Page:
70 years of AI

iWonder – the section of BBC – published 15 key moments in a history of artificial intelligence from 1943 until 2014. The history covers the following breakthroughs, such as the first mobile, autonomous robot (1943), Turing Test (1950), Three Laws of Robotics designated by science fiction writer Isaac Asimov (1950), the introduction of the term ‘artificial intelligence’ (1956), the establishment of the Artificial Intelligence Laboratory at Massachusetts Institute of Technology founded by Marvin Minsky (1963), Shakey the Robot, the first general-purpose mobile robot able to make decisions about its own actions by reasoning about its surroundings (1969), “Elephants Don’t Play Chess”, important paper published by AI scientist Rodney Brooks (1990),  iRobot, the first commercially successful robot for the home – an autonomous vacuum cleaner called Roomba (2002), autonomous robots BigDog, made by Boston Dynamics (2005), a Google app with speech recognition, appeared on the new Apple iPhone (2008), the participation of machine IBM’s Watson in US quiz show Jeopardy (2011), and much more.

After 2014, we can indicate the next crucial moments in the history of AI, such as self-driving car Tesla, and Nao robots that passed a classic self-awareness test for the first time in 2015.

Abra: A Living Text for iOS

Abra: A Living Text is a free iOs app and a limited-edition artist’s book printed with heat-sensitive ink and other features that animate the page. It is created by Amy Rabas at the Center for Book and Paper Arts at Columbia College Chicago with a collaboration between Amaranth Borsuk, Kate Durbin, Ian Hatcher. Abra invites a reader to play with touchscreen interfaces whereby you can shift words under your fingers, mutate the text, and write your own words. However, the iOs app does not make this book a special text; the biggest challenge is to move these effects to the printed page. Therefore, the artist’s book printed is a great experience of reading the page as an interface. Thanks to thermochromic ink that disappears with the heat of your hands or breath, and laser-cut openings, the book becomes a real interface.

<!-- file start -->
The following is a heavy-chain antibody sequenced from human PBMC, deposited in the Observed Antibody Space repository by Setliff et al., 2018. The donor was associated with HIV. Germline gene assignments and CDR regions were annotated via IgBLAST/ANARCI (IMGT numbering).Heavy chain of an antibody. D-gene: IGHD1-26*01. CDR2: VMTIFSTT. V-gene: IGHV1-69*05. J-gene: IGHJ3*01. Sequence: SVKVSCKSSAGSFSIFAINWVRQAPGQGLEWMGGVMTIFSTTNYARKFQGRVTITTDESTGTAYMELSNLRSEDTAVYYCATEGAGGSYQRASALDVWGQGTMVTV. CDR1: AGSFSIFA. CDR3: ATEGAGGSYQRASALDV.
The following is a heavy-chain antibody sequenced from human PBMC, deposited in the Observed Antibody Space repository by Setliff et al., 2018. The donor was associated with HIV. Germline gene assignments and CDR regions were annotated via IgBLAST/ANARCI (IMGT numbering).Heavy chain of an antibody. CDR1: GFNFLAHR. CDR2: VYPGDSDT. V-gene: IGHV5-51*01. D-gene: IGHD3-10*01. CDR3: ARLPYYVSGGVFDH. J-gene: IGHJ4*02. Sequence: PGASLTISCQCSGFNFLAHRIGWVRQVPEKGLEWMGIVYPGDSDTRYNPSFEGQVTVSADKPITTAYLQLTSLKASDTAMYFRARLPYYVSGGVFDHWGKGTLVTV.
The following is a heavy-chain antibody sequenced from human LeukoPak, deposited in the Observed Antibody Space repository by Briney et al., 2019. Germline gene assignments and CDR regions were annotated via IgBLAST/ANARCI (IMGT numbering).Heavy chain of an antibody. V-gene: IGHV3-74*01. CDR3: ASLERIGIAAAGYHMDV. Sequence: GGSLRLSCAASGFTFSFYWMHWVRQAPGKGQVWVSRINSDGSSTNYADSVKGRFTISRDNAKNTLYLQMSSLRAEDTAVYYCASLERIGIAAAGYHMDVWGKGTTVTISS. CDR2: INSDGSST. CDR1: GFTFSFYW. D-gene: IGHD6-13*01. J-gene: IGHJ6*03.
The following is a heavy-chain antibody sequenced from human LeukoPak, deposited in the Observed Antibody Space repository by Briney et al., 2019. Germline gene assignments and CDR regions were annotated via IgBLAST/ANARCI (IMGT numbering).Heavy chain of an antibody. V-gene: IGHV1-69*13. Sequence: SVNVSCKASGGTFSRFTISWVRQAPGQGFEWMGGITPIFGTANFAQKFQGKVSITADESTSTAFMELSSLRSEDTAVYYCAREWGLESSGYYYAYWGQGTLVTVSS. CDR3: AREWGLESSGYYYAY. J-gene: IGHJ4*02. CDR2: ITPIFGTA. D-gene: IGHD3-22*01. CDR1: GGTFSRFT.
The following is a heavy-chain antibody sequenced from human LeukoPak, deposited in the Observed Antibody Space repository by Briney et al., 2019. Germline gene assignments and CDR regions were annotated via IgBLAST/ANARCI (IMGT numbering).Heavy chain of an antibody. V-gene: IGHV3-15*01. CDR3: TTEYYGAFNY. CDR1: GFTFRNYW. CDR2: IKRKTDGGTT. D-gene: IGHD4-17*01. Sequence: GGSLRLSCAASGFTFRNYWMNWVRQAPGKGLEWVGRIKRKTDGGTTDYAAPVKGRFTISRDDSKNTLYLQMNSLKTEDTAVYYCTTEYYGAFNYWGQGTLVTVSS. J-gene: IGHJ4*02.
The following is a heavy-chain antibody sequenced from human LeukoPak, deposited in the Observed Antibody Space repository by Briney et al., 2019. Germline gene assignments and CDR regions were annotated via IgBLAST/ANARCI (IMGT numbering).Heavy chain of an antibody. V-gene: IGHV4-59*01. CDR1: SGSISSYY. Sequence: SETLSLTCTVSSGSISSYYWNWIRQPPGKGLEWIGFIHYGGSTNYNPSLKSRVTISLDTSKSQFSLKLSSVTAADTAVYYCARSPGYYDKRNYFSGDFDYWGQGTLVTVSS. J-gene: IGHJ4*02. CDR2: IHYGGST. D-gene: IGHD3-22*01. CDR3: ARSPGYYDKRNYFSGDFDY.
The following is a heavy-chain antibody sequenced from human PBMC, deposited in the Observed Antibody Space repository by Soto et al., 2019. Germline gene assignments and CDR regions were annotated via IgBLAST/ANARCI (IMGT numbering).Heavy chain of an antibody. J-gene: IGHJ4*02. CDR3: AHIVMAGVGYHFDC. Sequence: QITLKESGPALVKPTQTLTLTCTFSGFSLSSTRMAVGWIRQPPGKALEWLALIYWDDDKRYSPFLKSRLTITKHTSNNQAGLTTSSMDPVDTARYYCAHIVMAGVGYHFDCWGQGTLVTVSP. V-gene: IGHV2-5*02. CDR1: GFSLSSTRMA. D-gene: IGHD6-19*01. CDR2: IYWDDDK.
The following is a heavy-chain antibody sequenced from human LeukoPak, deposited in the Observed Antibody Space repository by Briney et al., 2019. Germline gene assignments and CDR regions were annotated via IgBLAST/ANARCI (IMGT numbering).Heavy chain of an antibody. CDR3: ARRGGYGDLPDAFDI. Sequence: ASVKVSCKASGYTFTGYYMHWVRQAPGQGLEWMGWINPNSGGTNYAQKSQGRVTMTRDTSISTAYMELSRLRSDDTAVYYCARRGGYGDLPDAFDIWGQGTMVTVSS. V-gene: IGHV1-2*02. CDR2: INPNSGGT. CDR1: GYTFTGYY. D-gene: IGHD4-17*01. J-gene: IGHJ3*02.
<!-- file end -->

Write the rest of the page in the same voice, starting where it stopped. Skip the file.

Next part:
Read more about Abra.

AI novel

Can a computer write poetry? Oscar Schwartz in his fascinating presentation during TedxYouth in Sydney left no doubts that computer can create poetry sounding like William Blake’s or Frank O’Hara’s poems. Further, algorithm can produce poem sounding so much better than poem of not one outstanding poet. What is more, it turns out that artificial intelligence (AI) can compete with human for a literary award.

The Hoshi Shinichi Literary Award is only prize involving human and applicants who are not human beings (AI programs and others). However, this year was the first time when submitted literary texts were created by coauthorship between human and ‘nonhuman beings’: AI programs. Among 1,450 novels received in the competition, 11 works involved AI programs.

AI novel called “The Day A Computer Writes A Novel” was produced by Hitoshi Matsubara and his team at Future University Hakodate in Japan. Although AI novel did not win the final prize, it passed the first screening process for a domestic literary prize. According to jury, the meta-narrative was not enough good to get the prize. It turns out that while structure and mechanism of novel were programmed very well, character descriptions were poor created. It is only a matter of time, when machine improves a programming of more ‘human’ part of text. Nevertheless, this is just the beginning of literary competition between human and nonhuman being.